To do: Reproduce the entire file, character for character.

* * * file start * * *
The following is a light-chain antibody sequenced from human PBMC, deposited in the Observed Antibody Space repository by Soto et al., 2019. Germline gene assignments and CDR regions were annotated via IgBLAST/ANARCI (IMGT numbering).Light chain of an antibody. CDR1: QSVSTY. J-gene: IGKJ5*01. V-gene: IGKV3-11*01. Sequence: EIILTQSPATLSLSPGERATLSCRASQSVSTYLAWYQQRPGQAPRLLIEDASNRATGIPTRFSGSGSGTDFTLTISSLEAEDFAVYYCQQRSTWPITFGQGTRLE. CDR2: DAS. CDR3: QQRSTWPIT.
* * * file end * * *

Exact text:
The following is a light-chain antibody sequenced from human PBMC, deposited in the Observed Antibody Space repository by Soto et al., 2019. Germline gene assignments and CDR regions were annotated via IgBLAST/ANARCI (IMGT numbering).Light chain of an antibody. CDR1: QSVSTY. J-gene: IGKJ5*01. V-gene: IGKV3-11*01. Sequence: EIILTQSPATLSLSPGERATLSCRASQSVSTYLAWYQQRPGQAPRLLIEDASNRATGIPTRFSGSGSGTDFTLTISSLEAEDFAVYYCQQRSTWPITFGQGTRLE. CDR2: DAS. CDR3: QQRSTWPIT.